That would make Proxima an even more unusual planetary system since small stars tend to have small planets, and I’m only familiar with one other red dwarf star that hosts a big planet – NGTS-1 b, a red-dwarf hosting a hot Jupiter. But if there’s one thing that exoplanet astronomy has taught us in the last few decades, it’s to expect the unexpected.
The diagram below shows the structure of the Proxima Centauri system suggested by Anglada and colleagues.
At the research group meeting today, we discussed the recent reports of additional fast radio bursts (FRBs) originating from the mysterious source FRB 121102 by the Breakthrough Listen search for alien communications.
It has been proposed that FRBs are some kind of alien signal. In fact, Lingam & Loeb at Harvard earlier this year suggested FRBs might be beams of light used by aliens to accelerate alien ships into space. Probably not, but a very cool suggestion.
One of the neatest responses to this recent detection was the conversion of the radio signals into audio by redditor u/Arzu1982, which I’ve linked to below. Not sure that the audio provides any insight into the origin of the FRBs, but they are neat to listen to.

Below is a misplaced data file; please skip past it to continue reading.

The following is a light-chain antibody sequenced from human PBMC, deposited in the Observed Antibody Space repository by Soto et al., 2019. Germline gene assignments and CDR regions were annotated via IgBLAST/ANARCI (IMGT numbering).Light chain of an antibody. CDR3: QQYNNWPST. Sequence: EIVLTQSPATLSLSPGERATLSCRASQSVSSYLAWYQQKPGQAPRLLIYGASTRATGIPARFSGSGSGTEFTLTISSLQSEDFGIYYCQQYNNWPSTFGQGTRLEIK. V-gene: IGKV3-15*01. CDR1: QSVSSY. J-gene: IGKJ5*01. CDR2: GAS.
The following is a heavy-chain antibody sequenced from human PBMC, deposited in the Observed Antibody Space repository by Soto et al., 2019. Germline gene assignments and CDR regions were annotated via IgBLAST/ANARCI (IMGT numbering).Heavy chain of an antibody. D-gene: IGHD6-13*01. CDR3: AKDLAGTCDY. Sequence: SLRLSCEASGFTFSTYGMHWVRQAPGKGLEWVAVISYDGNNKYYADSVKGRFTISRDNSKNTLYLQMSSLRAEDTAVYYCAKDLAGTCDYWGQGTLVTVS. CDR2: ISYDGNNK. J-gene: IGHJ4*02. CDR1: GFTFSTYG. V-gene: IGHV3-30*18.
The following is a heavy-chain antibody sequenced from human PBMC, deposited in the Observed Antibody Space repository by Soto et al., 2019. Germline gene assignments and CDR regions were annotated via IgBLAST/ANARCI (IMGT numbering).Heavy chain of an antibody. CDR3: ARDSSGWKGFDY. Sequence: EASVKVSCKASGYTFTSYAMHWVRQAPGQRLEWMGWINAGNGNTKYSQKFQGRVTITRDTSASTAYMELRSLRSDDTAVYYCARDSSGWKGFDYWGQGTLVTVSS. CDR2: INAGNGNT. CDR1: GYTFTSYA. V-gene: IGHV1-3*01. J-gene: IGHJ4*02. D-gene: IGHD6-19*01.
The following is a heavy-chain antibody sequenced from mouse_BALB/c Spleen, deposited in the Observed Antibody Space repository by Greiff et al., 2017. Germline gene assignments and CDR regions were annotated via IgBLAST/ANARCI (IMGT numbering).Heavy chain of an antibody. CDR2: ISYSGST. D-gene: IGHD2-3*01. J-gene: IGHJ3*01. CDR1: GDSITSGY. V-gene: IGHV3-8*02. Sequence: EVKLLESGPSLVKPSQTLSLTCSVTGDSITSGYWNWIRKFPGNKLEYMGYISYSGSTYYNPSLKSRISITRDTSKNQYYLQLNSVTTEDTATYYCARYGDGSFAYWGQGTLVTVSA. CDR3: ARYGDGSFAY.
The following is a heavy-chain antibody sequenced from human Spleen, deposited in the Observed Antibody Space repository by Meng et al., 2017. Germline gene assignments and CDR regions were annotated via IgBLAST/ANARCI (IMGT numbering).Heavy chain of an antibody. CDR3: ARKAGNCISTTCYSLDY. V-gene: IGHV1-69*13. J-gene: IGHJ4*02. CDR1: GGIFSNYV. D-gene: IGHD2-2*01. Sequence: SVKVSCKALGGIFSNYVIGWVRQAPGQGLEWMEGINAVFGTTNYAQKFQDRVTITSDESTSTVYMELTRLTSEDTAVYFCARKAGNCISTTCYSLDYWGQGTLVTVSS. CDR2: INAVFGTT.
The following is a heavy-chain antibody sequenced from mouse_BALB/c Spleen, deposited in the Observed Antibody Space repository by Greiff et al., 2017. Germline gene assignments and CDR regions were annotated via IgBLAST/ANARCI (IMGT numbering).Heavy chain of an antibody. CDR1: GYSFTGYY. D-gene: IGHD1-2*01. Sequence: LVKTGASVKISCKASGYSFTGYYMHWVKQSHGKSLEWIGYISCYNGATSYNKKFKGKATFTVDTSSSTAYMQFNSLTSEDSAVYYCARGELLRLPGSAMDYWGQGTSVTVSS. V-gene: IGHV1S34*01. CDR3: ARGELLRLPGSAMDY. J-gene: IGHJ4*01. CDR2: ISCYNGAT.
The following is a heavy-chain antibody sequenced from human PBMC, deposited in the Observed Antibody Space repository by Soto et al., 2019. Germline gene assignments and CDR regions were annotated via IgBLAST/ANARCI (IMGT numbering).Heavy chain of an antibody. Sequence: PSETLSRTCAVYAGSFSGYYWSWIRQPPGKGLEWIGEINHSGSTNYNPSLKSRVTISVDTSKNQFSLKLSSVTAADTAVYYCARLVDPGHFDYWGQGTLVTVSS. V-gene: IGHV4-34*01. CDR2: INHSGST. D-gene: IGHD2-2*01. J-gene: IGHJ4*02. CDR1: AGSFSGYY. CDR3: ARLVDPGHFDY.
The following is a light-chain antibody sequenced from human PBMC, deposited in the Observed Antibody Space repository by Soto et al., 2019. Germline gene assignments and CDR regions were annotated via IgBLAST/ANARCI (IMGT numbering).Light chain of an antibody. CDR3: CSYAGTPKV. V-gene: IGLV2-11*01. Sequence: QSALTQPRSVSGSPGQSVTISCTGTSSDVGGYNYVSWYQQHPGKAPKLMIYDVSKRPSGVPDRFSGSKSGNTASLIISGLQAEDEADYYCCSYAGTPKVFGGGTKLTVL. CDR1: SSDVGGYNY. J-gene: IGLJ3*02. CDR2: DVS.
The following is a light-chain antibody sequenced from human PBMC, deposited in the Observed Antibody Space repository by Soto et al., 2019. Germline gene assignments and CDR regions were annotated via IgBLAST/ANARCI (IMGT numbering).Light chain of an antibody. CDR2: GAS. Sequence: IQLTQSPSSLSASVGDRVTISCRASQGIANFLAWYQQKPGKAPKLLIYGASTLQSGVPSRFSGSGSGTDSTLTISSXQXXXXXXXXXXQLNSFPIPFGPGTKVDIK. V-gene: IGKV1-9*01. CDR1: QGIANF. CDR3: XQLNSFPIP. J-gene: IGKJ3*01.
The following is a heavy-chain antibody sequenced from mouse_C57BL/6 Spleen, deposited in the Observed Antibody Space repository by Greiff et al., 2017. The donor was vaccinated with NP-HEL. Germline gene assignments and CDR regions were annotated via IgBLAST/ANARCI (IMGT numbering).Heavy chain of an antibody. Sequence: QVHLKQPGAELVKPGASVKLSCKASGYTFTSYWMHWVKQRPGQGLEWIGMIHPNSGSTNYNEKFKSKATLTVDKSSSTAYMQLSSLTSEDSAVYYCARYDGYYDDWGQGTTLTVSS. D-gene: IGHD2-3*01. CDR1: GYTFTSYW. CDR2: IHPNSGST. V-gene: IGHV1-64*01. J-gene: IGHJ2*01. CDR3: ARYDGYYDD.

By meticulously sifting these lightcurves by hand, Rappaport’s group were able to spot strangely and non-periodic signals, the kinds of signals that computers, with their rigid predictability, have trouble finding.
The figure at left shows the shadows of exocomets orbiting a very bright star, a little bigger than the Sun, as they pass between the star and the Earth. The cometary signal is asymmetric and doesn’t occur on a regular schedule, totally unlike an exoplanetary transit.
Rappaport’s group reports seeing six of these strange signals coming from the Kepler target star. Probably most of the signal is coming from a cloud of dust ejected by the exocomet. Such dust ejections are common for comets in our solar system, giving rise to one of the two lustrous tails usually seen for comets (the other tail is made of a stream of ionized plasma).
By fitting a simple dust model to the shadow signals, Rappaport and colleagues estimate that their exocomet is shedding dust at a rate of about 20,000 tons per second, roughly equivalent to the total mass of meteors that burn up in the Earth’s atmosphere every year.
The shadow signals appear six times, separated by tens to hundreds of days. Assuming the two dips separated by about 200 days are due to one comet (they don’t have to be), the comet would have to contain about as much mass as Halley’s comet and probably more.